Here are some examples of boilerplate I found in my letter of interest to the program:
“The routine is particularly pleasant to me because it allows me to begin my day creating knowledge.” (referring to my love for sitting down with my laptop and coffee at a coffee shop)
This one is not true. I’m probably not creating knowledge because I’m not saying anything so profound that no one has ever thought of the idea I’m articulating, but it’s a nice thought. The idea would be more accurate if I said, “it allows me to contemplate ideas.”
“Because of my affinity for both the practice and the product, the writing and the creation of meaning, I am inclined to pursue a career in business communication.”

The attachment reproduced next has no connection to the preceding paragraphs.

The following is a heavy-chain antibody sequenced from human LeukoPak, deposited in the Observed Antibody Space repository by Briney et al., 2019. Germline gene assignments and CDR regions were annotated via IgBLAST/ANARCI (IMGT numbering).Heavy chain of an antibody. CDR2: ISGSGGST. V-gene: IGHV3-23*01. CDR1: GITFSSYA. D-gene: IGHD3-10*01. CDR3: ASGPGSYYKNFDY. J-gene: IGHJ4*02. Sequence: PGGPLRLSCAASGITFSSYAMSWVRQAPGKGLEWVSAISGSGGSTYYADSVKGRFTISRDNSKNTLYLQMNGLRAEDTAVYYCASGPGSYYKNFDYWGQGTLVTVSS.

This is partially true. I do enjoy writing, and I know it will be a large part of a career in business communication, but there’s a lot more to it than that, and I’m simplifying quite a bit. Though I do think it makes more sense to say “creation of meaning” here because using words is creating meaning even if it isn’t novel.
“Ultimately, I hope to improve my abilities to create pieces that are relevant in academic and non-academic contexts because the academic works have infinite and inherent value beyond the classroom, and specifically in the realm of business communication.”
I do think academic pieces have value beyond the classroom, and I do hope to write things that are relevant in both contexts, but I’m not sure if the word”infinite” is accurate in this context. There will be a point when you have squeezed all of the possible value out of a piece. It’s just difficult to do.